This fall, CBS's Dr. Phil will join the ranks of syndicated shows that are switching to high-definition.
The addition of Dr. Phil will bring the total number of first-run and off-net syndicated strips airing in high definition this fall to eight. The CBS-distributed and Sony-produced Wheel of Fortune and Jeopardy! already have been airing in high definition for nearly two years, after both shows launched in the new format on Sept. 11, 2006. Warner Bros.' Two and a Half Men last fall premiered in high-definition, which wasn't as a big a leap because it's produced in HD for CBS. And in March, CBS started distributing Everybody Loves Raymond in high-definition, remastering the show's first three seasons so that all nine would be available to TV stations.
On Sept. 8, Phil will join CBS's Entertainment Tonight and The Insider, Warner Bros.' The Ellen DeGeneres Show and the Harpo-produced and CBS-distributed The Oprah Winfrey Show on the high-definition stage. Unlike ET, Insider and Ellen—all of which are moving to brand-new studios—Phil won't move off its Stage 29 set, which is located on the historic Paramount lot just south of Hollywood. It will, however, get a complete upgrade before the show premieres for its seventh season.
Dr. Phil's host and executive producer Phil McGraw “wants to be able to give his audience the best viewing experience he possibly can,” says Rich de Michele, the show's executive in charge.
Terry Wood, president, creative affairs and development for CBS Television Distribution says, “Many TV stations bought Dr. Phil as a cornerstone for their schedule. So we think it's important to lead the way with HD both locally and nationally.”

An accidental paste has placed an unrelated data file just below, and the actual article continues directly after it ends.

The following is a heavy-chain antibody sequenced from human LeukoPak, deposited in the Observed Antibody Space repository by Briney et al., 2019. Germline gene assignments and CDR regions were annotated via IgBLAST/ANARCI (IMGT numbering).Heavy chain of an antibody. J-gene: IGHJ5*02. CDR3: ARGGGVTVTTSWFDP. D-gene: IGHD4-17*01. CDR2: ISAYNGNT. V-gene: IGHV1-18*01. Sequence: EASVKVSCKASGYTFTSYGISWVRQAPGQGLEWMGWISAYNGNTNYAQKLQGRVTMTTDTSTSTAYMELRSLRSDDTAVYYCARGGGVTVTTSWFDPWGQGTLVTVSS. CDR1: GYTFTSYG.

The studio will be rewired and re-outfitted, from the set to the edit bays and control room.
Dr. Phil, like Oprah, plans to use Sony HDC-1500 multi-format HD cameras in the studio. The on-stage monitors used on the set will be “very large Panasonic monitors with rear-screen projection,” de Michele says, although the show's producers have yet to settle on whether to use plasma, LCD or LED monitors in the control room and around the set.
“We are just evaluating these ourselves to come up with the best picture possible,” de Michele says.
In the control room, Dr. Phil is going with Thomson Grass Valley's Kalypso HD switcher, which supports either high- or standard-definition programming, either the 1080i or 720p HD format and 2-, 3- and 4 mix/effects versions.
The show will also upgrade its graphics packages, with Los Angeles-based creative solutions agency 3 Ring Circus handling the design work. Dr. Phil's workflow and graphics systems will continue to be provided by Avid.
“We are analyzing which Avid system we're going to continue to work with,” says de Michele. “Even though we're not certain which one, we're definitely going to stick with Avid. We have long experience with them.”
The show will also upgrade its 18 edit bays, although it doesn't plan to go to tapeless production.
“We don't feel it's the best system for us to work with right now,” says de Michele. “There is too much that needs to be done with the tapes before that. We have lots of footage shot in the field and sent to us and then it all has to go through a transcription and logging process. Tapeless works really well for news, but not as well for storytelling.”
Graphics-wise, Dr. Phil will use Avid's HD Deko 3000, which can provide HD 3D graphics, powered by the Avid Thunder 2-channel HD video server.
Beyond the technical upgrades the switch requires, Dr. Phil's set will be redesigned to be a “little more intimate,” says de Michele, although he prefers to save the details so the viewers will be surprised this fall.
Contributing editor Paige Albiniak has been covering the business of television for nearly 25 years. She is a longtime contributor to Next TV, Broadcasting + Cable and Multichannel News. She concurrently serves as editorial director for entertainment marketing association Promax. She has written for such publications as TVNewsCheck, The New York Post, Variety, CBS Watch and more. Albiniak was B+C’s Los Angeles bureau chief from September 2002 to 2004, and an associate editor covering Congress and lobbying for the magazine in Washington, D.C., from January 1997-September 2002.
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